TASTEMAKERS

Be­ing Born into a fam­ily of ac­com­plished women flush with style and sub­stance might Be a Bur­den to some, But marga han­dles the pres­sure with ef­fort­less grace, elan, and charm.

Town & Country (Philippines) - - CONTENTS / APRIL - By Pierre A. Calasanz

Discover the quiet el­e­gance of Marga Valdes-Trinidad and the bold cre­ativ­ity of Tra­cie An­glo-Di­zon.

I’ve been to a lot of wed­dings and have seen a lot of wed­ding videos over the years, but re­cently i stum­bled upon a clip which may be my fa­vorite yet—the one of marga Valdes and her hus­band tJ trinidad. in a span of five min­utes it suc­cinctly nar­rated their love story while the cam­era cap­tured the in­ti­mate, re­laxed el­e­gance of the af­fair held at the Valdes fam­ily com­pound in tagay­tay. it was beau­ti­ful, full of joy, and un­pre­ten­tious. in a nut­shell, just like marga.

we catch up with her at the head­quar­ters of BeaValdes, the highly sought-af­ter fash­ion brand cre­ated by marga’s older sis­ter Bea. lo­cated in a hum­ble, unas­sum­ing com­mu­nity on the out­skirts of the city, the new com­pany of­fice and fac­tory hide from cu­ri­ous eyes be­hind high ivy-cov­ered walls. the bright, airy, and white multi-story struc­ture was mostly con­cep­tu­al­ized by an­other in­flu­en­tial wo­man in marga’s life, her mother Pamela. ask marga about the peo­ple who’ve shaped her life, style, and taste, and she’ll quickly name a few fam­ily mem­bers: “ob­vi­ously, i was re­ally in­flu­enced by Bea, be­cause we spend so much time to­gether, but also by my mother and my grand­mother, fe Panlilio,” she says.

Known as the jeweler of manila so­ci­ety, Panlilio was a true jet­set­ter. “when i was 13, she took me with her on a busi­ness trip to europe. it was just the two of us. she showed me the finer things in life that i could ex­pe­ri­ence if i worked for them. she promised to dou­ble what­ever sav­ings i had left in my pocket af­ter the trip which taught me to spend wisely,” re­calls marga with much ap­pre­ci­a­tion.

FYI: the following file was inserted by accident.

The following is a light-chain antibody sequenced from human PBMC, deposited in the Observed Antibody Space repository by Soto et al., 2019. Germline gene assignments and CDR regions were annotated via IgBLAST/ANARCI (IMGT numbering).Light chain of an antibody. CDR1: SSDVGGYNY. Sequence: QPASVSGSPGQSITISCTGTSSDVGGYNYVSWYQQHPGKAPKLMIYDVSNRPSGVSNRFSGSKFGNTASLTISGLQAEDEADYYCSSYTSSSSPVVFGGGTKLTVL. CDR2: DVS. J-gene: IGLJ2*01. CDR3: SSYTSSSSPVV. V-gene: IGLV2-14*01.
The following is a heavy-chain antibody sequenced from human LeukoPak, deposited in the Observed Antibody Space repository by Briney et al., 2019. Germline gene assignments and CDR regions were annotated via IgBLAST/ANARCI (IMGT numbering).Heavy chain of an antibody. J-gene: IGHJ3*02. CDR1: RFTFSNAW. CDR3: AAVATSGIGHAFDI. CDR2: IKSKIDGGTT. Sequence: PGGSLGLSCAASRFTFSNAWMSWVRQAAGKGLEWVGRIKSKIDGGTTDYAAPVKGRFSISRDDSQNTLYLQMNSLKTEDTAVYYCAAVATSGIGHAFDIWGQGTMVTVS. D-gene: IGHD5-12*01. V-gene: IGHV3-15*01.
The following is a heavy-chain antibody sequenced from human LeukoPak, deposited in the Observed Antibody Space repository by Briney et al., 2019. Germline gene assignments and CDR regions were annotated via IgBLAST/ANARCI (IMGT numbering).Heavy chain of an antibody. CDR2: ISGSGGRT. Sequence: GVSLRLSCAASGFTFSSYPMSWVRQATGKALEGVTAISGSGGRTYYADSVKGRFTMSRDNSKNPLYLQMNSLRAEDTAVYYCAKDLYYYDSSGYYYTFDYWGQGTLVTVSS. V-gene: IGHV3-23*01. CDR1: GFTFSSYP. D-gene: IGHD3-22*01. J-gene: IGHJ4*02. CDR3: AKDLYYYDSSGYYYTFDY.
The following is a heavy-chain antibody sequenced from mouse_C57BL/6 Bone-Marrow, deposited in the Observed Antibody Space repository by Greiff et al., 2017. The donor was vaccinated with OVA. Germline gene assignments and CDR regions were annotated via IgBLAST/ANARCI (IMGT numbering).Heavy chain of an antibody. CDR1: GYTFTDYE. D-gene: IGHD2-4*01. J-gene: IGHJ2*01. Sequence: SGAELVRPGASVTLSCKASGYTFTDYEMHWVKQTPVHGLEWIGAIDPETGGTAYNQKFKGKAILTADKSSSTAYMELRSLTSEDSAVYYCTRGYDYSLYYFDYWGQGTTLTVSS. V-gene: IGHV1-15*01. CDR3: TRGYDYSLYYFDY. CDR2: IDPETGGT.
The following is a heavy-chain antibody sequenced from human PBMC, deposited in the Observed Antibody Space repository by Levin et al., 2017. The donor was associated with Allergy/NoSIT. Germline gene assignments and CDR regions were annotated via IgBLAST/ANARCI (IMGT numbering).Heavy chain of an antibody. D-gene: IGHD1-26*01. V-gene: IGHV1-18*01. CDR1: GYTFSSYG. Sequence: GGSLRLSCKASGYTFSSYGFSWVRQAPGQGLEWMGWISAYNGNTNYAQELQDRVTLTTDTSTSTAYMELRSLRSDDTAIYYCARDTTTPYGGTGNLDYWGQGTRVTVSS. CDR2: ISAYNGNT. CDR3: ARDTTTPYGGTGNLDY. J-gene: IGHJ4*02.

a few years af­ter that trip, marga would be liv­ing in europe on her own, as she earned her col­lege de­gree at the amer­i­can univer­sity in Paris, grad­u­at­ing magna cum laude. life on the old con­ti­nent was an­other sig­nif­i­cant char­ac­ter-build­ing ex­pe­ri­ence. “it was sen­sory over­load! the ac­cess, be­ing able to travel across the con­ti­nent so eas­ily and to ex­pe­ri­ence the dif­fer­ent cul­tures, it opened my senses to ev­ery­thing else that was out there. we are quite in­su­lated in manila. if you are 19, liv­ing in Paris, you have no choice but to open your eyes and all your senses.”

af­ter col­lege, marga stayed in europe, but this time in eng­land as she pur­sued a master’s de­gree at the lon­don school of eco­nomics and Po­lit­i­cal science. af­ter grad­u­at­ing again with hon­ors, she found a job as a speech­writer for a Bri­tish peer in the house of lords. But be­fore long, her mother and sis­ter con­vinced her that it was time to come home and join the fam­ily com­pany. in her own words, she’s never looked back.

marga claims she doesn’t have a real job ti­tle (“we just do what needs to be done”) but it’s gen­er­ally un­der­stood that she han­dles the brand’s sales and mar­ket­ing. “once the item is made, i am in charge of it. i have to find its owner. i do a lot of trav­el­ing, and meet with a lot of clients. some clients re­ally ap­pre­ci­ate Bea’s work like art, so they col­lect,” she ex­plains.

Be­yond se­cur­ing wide­spread at­ten­tion and adu­la­tion for the brand, marga also gets a sense of ful­fill­ment from help­ing nu­mer­ous women. marga is proud of the work­ing en­vi­ron­ment they’ve set up, from the fa­vor­able con­di­tions all the way down to the com­pany’s eth­i­cal and sus­tain­able busi­ness prac­tices. “There are a lot of women who work here. and for each wo­man, there are nu­mer­ous fam­ily mem­bers at­tached who ben­e­fit,” she says. “we are em­pow­er­ing the women. They are able to take care of their fam­i­lies, send their kids to school. hope­fully, they are break­ing a cy­cle that they may not have been able to get out of oth­er­wise. it’s not al­ways been easy—we’re tak­ing sure steps, but baby steps.”

as her sis­ter’s num­ber one sup­porter and fan, marga’s pas­sion for Bea’s var­i­ous cre­ations is quite ev­i­dent, though not un­war­ranted. “Bea’s items, they are so amaz­ing that they can’t not be made, not shared with the world. i do feel that,” she gushes. each piece is painstak­ingly hand­made by a highly skilled work­force, and some items are hand-painted by Bea her­self—and if marga has time, she helps too. “more peo­ple have started to re­al­ize that the items are spe­cial—not sim­ply be­cause of the ma­te­ri­als that go into them—but be­cause of the time it takes to make. those fa­mil­iar with our work know this. we must in­still the value of time. that’s the real lux­ury—the time it takes to make some­thing spe­cial.” «

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